As an old fart who has been shooting since the time of the dinosaurs, I find this an interesting question.

Everybody (or at least most) used to say that 50mm was the perfect portrait lens.
It was a cheap lightweight lens suitable to shooting both environmental portraits and studio portraits.
 

SwissFrank

EOS RP
Dec 9, 2018
273
105
it's pretty obvious that Canon have been holding back this design / R&D budget for the RF mount. It's over sized and vastly over priced. There is nothing in a 50mm lens that needs the shorter mount...lenses under 38mm need a retro focus design on an SLR. So a 50mm shouldn't have any mirror less benefits vs SLR mounting
It's only competition in sharpness is the Otus 55m and the Leica APO-Sumicron, both FAR more expensive. (I haven't found any lens test agency that compares all three, but it's easy to find tests of any one of them proclaiming it the sharpest normal lens they know.) And beating them by 1/3 and 1 1/3 stop respectively, as well as having a bit fast AF :-D

I don't think your "38mm" rule of thumb is accurate. I think a pinhole lens has to be the focal length away from the film/sensor, but that means a 44mm pinhole is the widest you could shoot on an EF body. Once you start throwing lenses in, I think single lenses and cemented doublets have to be pretty close to that, but more complicated formulae are anyone's guess. Back with manually-designed lenses a human indeed would put a specific retrofocus group on the end of a design, but I suppose nowadays the retrofocus feature is spread throughout the lens.

Looking at my RF50, the rear element is actually jutting 1-2mm PAST the mount surface, into the camera. That means 18mm from the sensor.
 

SwissFrank

EOS RP
Dec 9, 2018
273
105
I find the Canon 50mm lenses an oddity.
I'm puzzled by this too. The 50/1.8 has been literally the same glass since 1987. I had the MkI, pro-quality one. It and the 50/1.4 never were sharp, just the obvious combination of portable and low-light. I also had the 50/1.2 and again, just not sharp.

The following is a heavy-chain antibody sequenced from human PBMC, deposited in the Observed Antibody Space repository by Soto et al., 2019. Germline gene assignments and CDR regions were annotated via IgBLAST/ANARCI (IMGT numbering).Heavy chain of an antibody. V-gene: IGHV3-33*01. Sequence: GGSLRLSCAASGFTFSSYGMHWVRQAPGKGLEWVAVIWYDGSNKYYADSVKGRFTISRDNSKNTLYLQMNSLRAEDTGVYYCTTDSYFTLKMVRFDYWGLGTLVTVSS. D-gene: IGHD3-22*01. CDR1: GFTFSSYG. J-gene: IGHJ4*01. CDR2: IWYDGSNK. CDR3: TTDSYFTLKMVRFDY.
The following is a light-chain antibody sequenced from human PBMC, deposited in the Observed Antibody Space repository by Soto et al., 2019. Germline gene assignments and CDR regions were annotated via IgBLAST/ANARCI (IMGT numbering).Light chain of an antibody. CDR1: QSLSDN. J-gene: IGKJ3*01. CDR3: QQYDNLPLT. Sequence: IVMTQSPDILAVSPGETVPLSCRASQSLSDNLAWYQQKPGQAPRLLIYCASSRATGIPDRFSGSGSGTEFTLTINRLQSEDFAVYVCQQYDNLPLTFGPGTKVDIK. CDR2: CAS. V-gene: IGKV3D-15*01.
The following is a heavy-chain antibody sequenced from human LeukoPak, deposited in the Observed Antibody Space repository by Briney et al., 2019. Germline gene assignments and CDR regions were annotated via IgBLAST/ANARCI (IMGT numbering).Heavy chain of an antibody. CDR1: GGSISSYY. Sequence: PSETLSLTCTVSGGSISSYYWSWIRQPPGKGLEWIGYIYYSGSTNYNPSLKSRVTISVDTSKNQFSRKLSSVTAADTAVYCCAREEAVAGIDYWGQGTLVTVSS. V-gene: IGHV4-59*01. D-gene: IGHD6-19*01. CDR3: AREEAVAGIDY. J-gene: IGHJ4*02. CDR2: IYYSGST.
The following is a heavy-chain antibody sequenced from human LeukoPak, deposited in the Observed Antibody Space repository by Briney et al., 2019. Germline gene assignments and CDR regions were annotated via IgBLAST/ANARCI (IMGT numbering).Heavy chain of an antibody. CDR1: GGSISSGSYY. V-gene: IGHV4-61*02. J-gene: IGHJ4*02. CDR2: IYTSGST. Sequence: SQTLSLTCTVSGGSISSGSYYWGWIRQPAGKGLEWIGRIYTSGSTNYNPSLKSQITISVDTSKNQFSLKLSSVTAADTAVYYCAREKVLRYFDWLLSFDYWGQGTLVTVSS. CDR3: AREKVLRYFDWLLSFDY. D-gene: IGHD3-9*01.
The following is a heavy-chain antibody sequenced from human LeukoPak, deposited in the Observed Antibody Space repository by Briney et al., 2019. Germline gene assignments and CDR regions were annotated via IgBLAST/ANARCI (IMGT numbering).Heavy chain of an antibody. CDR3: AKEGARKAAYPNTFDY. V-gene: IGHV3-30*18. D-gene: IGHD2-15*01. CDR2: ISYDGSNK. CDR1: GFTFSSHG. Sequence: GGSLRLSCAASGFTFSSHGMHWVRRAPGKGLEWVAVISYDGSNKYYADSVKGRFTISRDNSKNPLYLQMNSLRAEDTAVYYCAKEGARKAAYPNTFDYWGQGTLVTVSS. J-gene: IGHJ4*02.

These (and the 1.0, also not sharp) are all double-Gauss designs. Then the RF50 and Otus 55 are utterly different, with no underlying design concept I can name by looking at it.

So I was thinking that perhaps improving substantially on the double-Gauss designs would make the lens so big that you lose it's portability aspect. (The RF50 is almost the exact size of the RF24-105/4IS), and so they stuck with portability.

However, Leica 50s have been quite sharp, and the APO-Summicron high-buck 50/2 is mentioned as the world's sharpest lens (along with the RF50 and the Otus 55) despite being a double-Gauss.

I may not represent enough buyers to make it worth producing, but I'd be happy to pay twice as much for a 50/1.4 or 50/1.8 that is a lot sharper but no bigger. That said, the Leice 35/1.4ASPH works fine on my R and I may just get another Leica lens for a portable 50mm solution.
 

Hector1970

EOS 6D MK II
Mar 22, 2012
1,049
220
I'm puzzled by this too. The 50/1.8 has been literally the same glass since 1987. I had the MkI, pro-quality one. It and the 50/1.4 never were sharp, just the obvious combination of portable and low-light. I also had the 50/1.2 and again, just not sharp.

These (and the 1.0, also not sharp) are all double-Gauss designs. Then the RF50 and Otus 55 are utterly different, with no underlying design concept I can name by looking at it.

So I was thinking that perhaps improving substantially on the double-Gauss designs would make the lens so big that you lose it's portability aspect. (The RF50 is almost the exact size of the RF24-105/4IS), and so they stuck with portability.

However, Leica 50s have been quite sharp, and the APO-Summicron high-buck 50/2 is mentioned as the world's sharpest lens (along with the RF50 and the Otus 55) despite being a double-Gauss.

I may not represent enough buyers to make it worth producing, but I'd be happy to pay twice as much for a 50/1.4 or 50/1.8 that is a lot sharper but no bigger. That said, the Leice 35/1.4ASPH works fine on my R and I may just get another Leica lens for a portable 50mm solution.
I had the nifty fifty 1.8 and for a cheap lens it was sharp.
I had the 50 1.4 which wasn't sharp wide open but produced attractive photos
I still have the 50 1.2 - I do find this sharp.
I haven't been as unhappy as others on the 50mm choices.
The RF 50mm does sound interesting.
 
Aug 22, 2010
1,582
284
48
Uk
www.GMCPhotographics.co.uk